Essentially, we're getting a remake to Real Steel but with an even stupider name. If one isn't aware of the toy, then they'd be baffled who thought a big budget event movie needed the title Rock'em Sock'em Robots: Family Forever. People were vaguely interested in Reel Steal and I don't think this title that is connected to a once popular toy is suddenly causing crowds demand their money be taken.

Man, is that Steel ever Real.

If anything, the title is kind of dated at best. Do people use 'sock' in the context that is being used in that title anymore? I'm pretty sure Everett would be wondering why there is a combating robot that throws wool footwear. There just isn't anything in here that screams that it is going to draw in the masses.

I don't really care if this is a flop or not. That really isn't what matters for me when it comes to writing about art. But I also don't really see the fresh and exciting story potential that comes from two plastic objects bashing against each other. If someone does come up with an exciting and original story then it likely has nothing to do with the toy, so why use a silly name that means almost nothing in 2021?

But Vin Diesel!!!!

Has he ever meant anything to a movie that doesn't have to do with cars going really fast and defying reality? Remember Bloodshot and The Last Witch Hunter? If you liked either of those movies, was it because Vin Diesel was bringing his special charisma to the role?

I think Vin Diesel does have a unique charm and my impression is that he is a geek, so we have stuff in common. But his tough macho man with a heart of gold has never really wowed me and I don't know if his style is a match to a movie that almost must be campy.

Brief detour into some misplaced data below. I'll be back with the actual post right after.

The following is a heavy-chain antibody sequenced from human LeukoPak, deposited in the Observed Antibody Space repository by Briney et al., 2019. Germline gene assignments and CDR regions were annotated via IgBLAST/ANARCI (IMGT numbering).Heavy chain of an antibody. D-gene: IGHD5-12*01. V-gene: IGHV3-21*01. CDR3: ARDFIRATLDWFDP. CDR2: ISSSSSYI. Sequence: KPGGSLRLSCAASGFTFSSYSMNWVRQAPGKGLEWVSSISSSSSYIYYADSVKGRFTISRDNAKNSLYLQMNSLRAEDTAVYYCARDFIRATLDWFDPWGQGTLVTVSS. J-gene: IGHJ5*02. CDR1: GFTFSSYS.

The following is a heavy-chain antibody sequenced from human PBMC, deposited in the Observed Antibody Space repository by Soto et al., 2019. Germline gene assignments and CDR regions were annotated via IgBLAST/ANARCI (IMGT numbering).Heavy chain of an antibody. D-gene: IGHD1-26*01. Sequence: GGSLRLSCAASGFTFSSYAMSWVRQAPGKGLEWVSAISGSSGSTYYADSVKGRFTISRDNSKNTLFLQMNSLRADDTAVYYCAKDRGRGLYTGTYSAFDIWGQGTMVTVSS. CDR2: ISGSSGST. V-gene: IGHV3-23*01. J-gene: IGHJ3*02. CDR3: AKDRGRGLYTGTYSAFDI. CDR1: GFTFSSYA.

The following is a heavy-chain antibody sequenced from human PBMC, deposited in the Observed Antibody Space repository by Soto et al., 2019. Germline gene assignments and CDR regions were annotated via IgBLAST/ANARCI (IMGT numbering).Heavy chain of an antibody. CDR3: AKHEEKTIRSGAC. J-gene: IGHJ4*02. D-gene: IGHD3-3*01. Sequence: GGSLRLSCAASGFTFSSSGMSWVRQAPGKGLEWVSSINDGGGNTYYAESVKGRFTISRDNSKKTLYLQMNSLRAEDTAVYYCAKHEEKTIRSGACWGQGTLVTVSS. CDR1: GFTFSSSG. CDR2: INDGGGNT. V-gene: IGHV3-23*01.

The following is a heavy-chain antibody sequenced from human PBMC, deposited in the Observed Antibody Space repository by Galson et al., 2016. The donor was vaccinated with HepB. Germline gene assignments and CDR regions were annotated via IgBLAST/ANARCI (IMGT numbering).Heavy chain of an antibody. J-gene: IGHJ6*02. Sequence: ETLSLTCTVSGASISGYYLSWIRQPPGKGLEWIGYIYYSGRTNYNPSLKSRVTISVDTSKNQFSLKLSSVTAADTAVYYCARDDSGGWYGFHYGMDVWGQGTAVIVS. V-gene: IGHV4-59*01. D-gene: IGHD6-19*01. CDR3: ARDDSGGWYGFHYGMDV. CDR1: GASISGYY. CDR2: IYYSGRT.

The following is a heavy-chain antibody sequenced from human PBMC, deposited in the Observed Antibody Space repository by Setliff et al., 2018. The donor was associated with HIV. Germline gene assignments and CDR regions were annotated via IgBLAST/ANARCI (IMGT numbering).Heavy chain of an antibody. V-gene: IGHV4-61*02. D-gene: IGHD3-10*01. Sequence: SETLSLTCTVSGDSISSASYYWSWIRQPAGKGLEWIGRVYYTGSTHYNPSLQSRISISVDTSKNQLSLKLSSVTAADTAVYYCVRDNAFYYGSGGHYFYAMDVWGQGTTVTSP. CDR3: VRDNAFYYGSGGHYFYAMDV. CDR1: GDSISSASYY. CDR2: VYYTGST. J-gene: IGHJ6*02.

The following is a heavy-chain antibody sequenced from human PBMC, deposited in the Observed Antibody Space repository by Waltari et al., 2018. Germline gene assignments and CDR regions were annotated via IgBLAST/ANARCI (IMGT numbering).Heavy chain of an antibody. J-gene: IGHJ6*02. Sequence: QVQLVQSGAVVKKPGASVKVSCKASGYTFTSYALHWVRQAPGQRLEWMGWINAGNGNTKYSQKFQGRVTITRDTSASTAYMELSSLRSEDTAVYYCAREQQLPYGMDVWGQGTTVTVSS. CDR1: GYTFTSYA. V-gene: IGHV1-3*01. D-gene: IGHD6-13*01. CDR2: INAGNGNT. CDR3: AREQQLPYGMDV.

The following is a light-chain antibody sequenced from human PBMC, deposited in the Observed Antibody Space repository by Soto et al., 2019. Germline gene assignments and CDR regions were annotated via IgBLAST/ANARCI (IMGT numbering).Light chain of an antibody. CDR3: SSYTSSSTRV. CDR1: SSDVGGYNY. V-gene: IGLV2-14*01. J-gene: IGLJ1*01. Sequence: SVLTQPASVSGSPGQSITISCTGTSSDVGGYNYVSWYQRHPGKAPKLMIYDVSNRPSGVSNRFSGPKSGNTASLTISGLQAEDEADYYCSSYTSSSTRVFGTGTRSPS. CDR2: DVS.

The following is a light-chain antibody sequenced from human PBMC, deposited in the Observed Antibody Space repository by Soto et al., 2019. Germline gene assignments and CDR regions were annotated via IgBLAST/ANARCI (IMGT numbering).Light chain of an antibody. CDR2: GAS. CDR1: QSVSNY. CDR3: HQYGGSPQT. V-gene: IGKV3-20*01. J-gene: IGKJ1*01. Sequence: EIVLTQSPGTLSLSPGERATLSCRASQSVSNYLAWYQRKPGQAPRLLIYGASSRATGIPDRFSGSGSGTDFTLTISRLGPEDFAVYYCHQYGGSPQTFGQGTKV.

It is called Rock'em Sock'em Robots. You can't play that straight. It must be silly and goofy. Diesel always brings a kind of stern and deadpan performance to his movies that I feel has always been jarring when he has been in movies that have slid towards cheesy premises like the previously mentioned flicks. Would Real Steel really be better if Diesel replaced Hugh Jackman?

At least Diesel can totally strike that pose

I remember when Hasbro announced its plans for a cinematic universe with movies about all their popular board games and toys, but after the disappointment of Battleship, we were saved the planned Monopoly, Clue, Hungry Hungry Hippos and Candyland movies. I thought maybe companies that made their fortune from things that were not movies were ready to calm down on trying to adapt everything into a potential blockbuster, but Mattel has declared we must hold its beer.

Maybe there would be more money in a big screen Polly Pocket where she navigates the other side of the couch cushion looking for her tiny brush accessory? Or Uno where a blue seven dreams of being red instead while trying to avoid a dreaded Pick-up 2. At least, Everett and Danika know about those two things.

I feel studios at some point need to realize that being aware of something or a thing once being super duper cool doesn't mean it will work at all as a movie. I like Cheetos, but I am not hotly anticipating a big summer blockbuster based on that cool cat. I didn't even rent the game that was based off that snack during a time that I would rent anything at least once. Some things are fine just being what they are.

In the past two years we've seen things like Terminator: Dark Fate and The Predator flop despite hundreds of million being sunk into them and studios believing they'd relaunch them as hot franchises. I don't think name recognition is proving to be a sure-thing or really matter as much as studios have been led to believe. I also think both those movies mean a lot more than Rock'em Sock'em Robots in 2021.

But if this actually does get made, then that just means there is still hope for a live-action version of Snorks and Pogs or a ball tied to a stick.